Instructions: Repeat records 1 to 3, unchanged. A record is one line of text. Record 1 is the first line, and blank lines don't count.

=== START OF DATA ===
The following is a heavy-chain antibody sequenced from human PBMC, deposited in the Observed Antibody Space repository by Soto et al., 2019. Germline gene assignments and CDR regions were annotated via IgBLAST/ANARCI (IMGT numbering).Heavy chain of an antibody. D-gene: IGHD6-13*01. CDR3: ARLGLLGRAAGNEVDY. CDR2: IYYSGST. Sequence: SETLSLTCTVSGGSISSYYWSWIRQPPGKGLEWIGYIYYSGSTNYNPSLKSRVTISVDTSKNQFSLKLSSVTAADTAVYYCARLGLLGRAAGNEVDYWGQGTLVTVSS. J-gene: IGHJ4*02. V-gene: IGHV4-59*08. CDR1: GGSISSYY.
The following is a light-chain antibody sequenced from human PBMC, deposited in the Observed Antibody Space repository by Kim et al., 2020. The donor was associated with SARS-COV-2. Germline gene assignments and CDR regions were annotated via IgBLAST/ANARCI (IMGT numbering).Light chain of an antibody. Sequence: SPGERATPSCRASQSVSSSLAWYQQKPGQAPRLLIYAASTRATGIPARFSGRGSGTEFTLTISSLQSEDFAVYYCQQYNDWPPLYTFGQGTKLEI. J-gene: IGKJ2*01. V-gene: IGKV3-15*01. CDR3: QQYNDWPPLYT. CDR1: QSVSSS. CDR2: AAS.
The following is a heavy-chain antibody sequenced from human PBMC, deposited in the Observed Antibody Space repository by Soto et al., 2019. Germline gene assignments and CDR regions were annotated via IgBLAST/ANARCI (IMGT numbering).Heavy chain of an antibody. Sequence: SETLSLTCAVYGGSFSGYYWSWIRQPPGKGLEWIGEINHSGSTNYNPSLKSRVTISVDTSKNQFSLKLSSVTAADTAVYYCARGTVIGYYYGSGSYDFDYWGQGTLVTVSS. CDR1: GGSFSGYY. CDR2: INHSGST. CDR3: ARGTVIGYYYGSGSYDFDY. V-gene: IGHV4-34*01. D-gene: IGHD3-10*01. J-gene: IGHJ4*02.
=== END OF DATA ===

The following is a heavy-chain antibody sequenced from human PBMC, deposited in the Observed Antibody Space repository by Soto et al., 2019. Germline gene assignments and CDR regions were annotated via IgBLAST/ANARCI (IMGT numbering).Heavy chain of an antibody. D-gene: IGHD6-13*01. CDR3: ARLGLLGRAAGNEVDY. CDR2: IYYSGST. Sequence: SETLSLTCTVSGGSISSYYWSWIRQPPGKGLEWIGYIYYSGSTNYNPSLKSRVTISVDTSKNQFSLKLSSVTAADTAVYYCARLGLLGRAAGNEVDYWGQGTLVTVSS. J-gene: IGHJ4*02. V-gene: IGHV4-59*08. CDR1: GGSISSYY.
The following is a light-chain antibody sequenced from human PBMC, deposited in the Observed Antibody Space repository by Kim et al., 2020. The donor was associated with SARS-COV-2. Germline gene assignments and CDR regions were annotated via IgBLAST/ANARCI (IMGT numbering).Light chain of an antibody. Sequence: SPGERATPSCRASQSVSSSLAWYQQKPGQAPRLLIYAASTRATGIPARFSGRGSGTEFTLTISSLQSEDFAVYYCQQYNDWPPLYTFGQGTKLEI. J-gene: IGKJ2*01. V-gene: IGKV3-15*01. CDR3: QQYNDWPPLYT. CDR1: QSVSSS. CDR2: AAS.
The following is a heavy-chain antibody sequenced from human PBMC, deposited in the Observed Antibody Space repository by Soto et al., 2019. Germline gene assignments and CDR regions were annotated via IgBLAST/ANARCI (IMGT numbering).Heavy chain of an antibody. Sequence: SETLSLTCAVYGGSFSGYYWSWIRQPPGKGLEWIGEINHSGSTNYNPSLKSRVTISVDTSKNQFSLKLSSVTAADTAVYYCARGTVIGYYYGSGSYDFDYWGQGTLVTVSS. CDR1: GGSFSGYY. CDR2: INHSGST. CDR3: ARGTVIGYYYGSGSYDFDY. V-gene: IGHV4-34*01. D-gene: IGHD3-10*01. J-gene: IGHJ4*02.